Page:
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Thread: Singer 201 thread breaks at tension mechanism.

  1. #1
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    Singer 201 thread breaks at tension mechanism.

    Last week, I bought my first vintage sewing machine. I spent several days cleaning it up. I didn't want to take the thread tensioner apart. It seems too complex. However, when I tried out the machine the thread didn't want to flow smoothly through the tensioning mechanism.

    With some help from a couple of really good Youtube videos, I broke it all down and cleaned out a good deal of grit. I also cleaned up the little thread holder part of take up spring, which was rusty, with emery paper. I put it back together, and everything seemed to be working pretty well.

    Today, I did some real sewing with the machine. All in all, this is the best machine I have every used. However, every once in awhile the thread would break because it got stuck/too tight at the tensioner. It also seemed to me that the tension dial would go from 2 (where I wanted it) to 1 or lower on it's own.

    My gut tells me there is something wrong with the spring, but before I send for a new one, I thought I'd check with some of you more experienced people to see what your advice would be.

  2. #2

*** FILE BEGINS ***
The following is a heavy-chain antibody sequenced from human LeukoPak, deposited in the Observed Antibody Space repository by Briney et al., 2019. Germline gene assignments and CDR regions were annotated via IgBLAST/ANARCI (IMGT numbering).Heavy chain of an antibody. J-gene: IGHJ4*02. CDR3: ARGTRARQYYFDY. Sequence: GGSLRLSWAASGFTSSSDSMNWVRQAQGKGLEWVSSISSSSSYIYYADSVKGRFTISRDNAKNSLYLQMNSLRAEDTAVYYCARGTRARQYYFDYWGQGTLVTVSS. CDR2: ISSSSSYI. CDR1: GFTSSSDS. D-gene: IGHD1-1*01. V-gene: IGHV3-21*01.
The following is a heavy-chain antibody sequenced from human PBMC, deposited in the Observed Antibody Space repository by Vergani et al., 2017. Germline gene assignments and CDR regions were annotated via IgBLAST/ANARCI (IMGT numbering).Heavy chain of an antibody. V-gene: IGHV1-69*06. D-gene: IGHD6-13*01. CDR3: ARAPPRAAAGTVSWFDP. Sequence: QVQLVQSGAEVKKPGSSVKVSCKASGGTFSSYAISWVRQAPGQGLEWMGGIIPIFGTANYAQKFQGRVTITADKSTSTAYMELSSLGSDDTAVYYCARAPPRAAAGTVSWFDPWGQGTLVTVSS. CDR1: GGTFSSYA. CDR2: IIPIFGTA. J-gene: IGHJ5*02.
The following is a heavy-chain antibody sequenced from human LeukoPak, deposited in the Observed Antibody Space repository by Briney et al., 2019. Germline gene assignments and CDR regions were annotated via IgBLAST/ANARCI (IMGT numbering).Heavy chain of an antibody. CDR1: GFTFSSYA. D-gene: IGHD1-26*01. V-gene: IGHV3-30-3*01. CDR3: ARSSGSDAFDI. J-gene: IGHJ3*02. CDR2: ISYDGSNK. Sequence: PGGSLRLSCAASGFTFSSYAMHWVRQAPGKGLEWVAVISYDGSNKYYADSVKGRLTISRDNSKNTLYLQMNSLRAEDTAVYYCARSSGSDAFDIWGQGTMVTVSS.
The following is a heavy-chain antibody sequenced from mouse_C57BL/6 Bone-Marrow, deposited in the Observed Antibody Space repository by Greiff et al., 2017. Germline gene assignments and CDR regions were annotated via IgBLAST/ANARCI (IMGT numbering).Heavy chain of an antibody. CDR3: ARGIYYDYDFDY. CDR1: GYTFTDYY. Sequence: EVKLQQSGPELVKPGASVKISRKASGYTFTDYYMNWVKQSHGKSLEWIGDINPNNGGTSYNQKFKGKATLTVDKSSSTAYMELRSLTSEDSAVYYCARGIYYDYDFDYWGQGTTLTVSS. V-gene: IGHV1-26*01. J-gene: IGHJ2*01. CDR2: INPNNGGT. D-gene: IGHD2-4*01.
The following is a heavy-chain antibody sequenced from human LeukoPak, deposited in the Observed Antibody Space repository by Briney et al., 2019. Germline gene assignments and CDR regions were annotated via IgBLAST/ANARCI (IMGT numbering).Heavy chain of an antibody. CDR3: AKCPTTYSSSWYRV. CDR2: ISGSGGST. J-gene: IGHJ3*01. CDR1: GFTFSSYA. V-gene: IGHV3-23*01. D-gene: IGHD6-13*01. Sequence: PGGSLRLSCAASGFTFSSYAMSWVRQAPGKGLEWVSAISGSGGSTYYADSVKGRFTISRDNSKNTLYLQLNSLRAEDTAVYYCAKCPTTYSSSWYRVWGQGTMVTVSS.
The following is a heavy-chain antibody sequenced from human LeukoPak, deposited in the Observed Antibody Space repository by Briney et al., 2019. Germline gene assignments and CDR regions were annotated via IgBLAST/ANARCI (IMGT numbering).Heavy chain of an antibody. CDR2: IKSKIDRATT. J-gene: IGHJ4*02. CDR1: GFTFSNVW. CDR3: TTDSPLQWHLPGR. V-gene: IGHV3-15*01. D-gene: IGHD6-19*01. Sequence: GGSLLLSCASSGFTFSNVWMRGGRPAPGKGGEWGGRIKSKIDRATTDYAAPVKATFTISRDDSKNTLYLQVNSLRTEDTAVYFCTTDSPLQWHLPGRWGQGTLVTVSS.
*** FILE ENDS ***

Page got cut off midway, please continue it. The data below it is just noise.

Power Poster miriam's Avatar
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    I'm hoping the video you watched was our own Tammi. Here is a link to her wonderful videos.
    https://www.youtube.com/watch?v=kzFX...AyBQ2l-Mzkw7ew
    I'm not sure what is going on with your tension but a little bit of something or a burr that snags thread can put things out of kilter. It kind of sounds like it isn't put back together quite right. I know the first time you do one it can be a little scary. But take it apart and get all the rust out. Watch/feel for burrs. A short soak in vinegar might get some rust off loose parts but I wouldn't put any vinegar on the machine. If you soak too long it will rust it more. I've had luck with bicycle chain oil. It has a detergent that works on the rust. I wouldn't use it anywhere there isn't rust though. It is kind of heavy. Be sure to put it all back the way Tammi shows on her video. I think she has another video similar. If you post more questions here she most likely will reply here.
    NEVER let a sewing machine know you are in a hurry.
    good mothers let you lick the beaters - great mothers turn it off first

  3. #3
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    Miriam, thanks for that video link. I'll be sure to check it out as, greenwillow, I am terrified about taking the tension mechanism apart for my 66. It desperately needs to be done and hopefully I will get to it sooner rather than later now.

  4. #4
    Power Poster miriam's Avatar
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    The 66 is much easier to take apart and re-assemble. Do you see that dirty old tension in my avatar? My grand daughter took it apart, cleaned it and reassembled it. she was 7 years old at the time. I doubt if you should have any problems. The first one I did was 45 years ago. No Utube. I had to try to figure it out from the owners manual. I got it to work though. There are a lot of parts. Keep track of them and don't forget to clean the pin that goes in the post and don't lose it. Some owners manuals have a blown up picture of how it goes. That is very helpful.